The Null Device

Red state digest

The US religious right is up in arms about a recent film about sexologist Alfred Kinsey, because it does not demonise the man enough:
"Alfred Kinsey is responsible in part for my generation being forced to deal face-to-face with the devastating consequences of sexually transmitted diseases, pornography and abortion," said Brandi Swindell, head of a college-oriented group called Generation Life that plans to picket theaters showing the film.
"Instead of being lionized, Kinsey's proper place is with Nazi Dr. Josef Mengele or your average Hollywood horror flick mad scientist," said Robert Knight, director of Concerned Women of America's Culture & Family Institute.

Meanwhile, according this article (via 1.0), many Evangelicals believe (a) that God personally put Bush in the Whitehouse to give America another chance, and (b) if bad things happen on Bush's watch, it's not his fault, but rather divine wrath for the excesses of liberalism (i.e., America not being a proper Talibanic theocracy). (Which paints a rather unflattering portrait of the God of the Bible Belt; either He is a sadistic bully and a psychopath, or else His creation is of no more serious concern to Him than a game of The Sims is to computer gamer. As flies to wanton boys, indeed.)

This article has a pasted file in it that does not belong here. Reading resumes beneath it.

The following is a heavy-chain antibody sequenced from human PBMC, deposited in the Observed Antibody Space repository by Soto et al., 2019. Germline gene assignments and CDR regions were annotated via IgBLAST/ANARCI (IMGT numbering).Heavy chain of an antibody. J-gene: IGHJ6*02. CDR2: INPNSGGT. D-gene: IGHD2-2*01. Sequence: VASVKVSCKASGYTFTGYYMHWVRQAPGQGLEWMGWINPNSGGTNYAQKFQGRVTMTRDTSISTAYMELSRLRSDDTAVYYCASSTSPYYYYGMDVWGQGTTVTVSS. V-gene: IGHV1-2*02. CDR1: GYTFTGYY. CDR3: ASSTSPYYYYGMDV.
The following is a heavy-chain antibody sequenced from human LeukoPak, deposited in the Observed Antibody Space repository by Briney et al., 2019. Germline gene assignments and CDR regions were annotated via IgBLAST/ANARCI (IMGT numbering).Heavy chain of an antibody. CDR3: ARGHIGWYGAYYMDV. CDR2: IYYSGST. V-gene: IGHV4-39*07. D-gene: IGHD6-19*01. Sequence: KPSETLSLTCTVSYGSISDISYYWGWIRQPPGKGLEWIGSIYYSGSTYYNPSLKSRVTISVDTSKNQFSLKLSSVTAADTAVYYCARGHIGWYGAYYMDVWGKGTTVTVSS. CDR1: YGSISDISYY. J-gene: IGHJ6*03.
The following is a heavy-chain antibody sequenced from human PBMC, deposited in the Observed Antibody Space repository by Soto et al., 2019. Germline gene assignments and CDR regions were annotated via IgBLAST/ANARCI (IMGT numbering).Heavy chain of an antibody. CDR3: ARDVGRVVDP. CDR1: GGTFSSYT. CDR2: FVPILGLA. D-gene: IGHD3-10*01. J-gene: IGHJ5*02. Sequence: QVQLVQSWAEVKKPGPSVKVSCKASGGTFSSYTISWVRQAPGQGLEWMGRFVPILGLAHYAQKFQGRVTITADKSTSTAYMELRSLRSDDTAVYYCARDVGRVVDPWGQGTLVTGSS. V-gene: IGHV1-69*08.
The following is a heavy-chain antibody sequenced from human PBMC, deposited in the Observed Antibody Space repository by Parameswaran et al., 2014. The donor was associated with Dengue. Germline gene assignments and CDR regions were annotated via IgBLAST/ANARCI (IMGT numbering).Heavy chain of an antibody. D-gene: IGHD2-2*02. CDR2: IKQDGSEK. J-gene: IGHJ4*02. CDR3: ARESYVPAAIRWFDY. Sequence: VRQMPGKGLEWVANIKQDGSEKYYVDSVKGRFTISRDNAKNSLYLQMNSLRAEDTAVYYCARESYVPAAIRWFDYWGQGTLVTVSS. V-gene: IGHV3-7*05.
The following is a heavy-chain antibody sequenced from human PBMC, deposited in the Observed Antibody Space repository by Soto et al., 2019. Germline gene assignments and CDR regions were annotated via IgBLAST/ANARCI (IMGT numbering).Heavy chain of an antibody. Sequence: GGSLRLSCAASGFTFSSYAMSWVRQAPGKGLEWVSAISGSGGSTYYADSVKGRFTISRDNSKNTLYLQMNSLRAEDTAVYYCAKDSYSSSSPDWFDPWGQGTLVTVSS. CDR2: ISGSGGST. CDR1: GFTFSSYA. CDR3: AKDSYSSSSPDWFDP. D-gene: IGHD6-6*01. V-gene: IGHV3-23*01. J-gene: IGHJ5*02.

And those reading this in California, and in the confidence that they're well outside those barbarous Red States, don't be so sure. Apparently, according to former Democratic strategist, the Republicans stand a good chance of picking up California, and its 54 electoral college votes, in 2008; this could turn the US into a one-party state; or perhaps it could be just what the Libertarians or Greens need.

Voting patterns have been steadily moving California back to the midwest in recent years - a trend that is likely to continue. Democrats can rely on Los Angeles county and the San Francisco Bay area, but these concentrations are now surrounded by Republican territory.
The same cultural conservatism that is reshaping America is also alive and well in California. Sixties-era liberalism may still radiate from the Haight Ashbury district in San Francisco to the Bay area, but today's California is much more a capital for the Christian right than for the progressive left.

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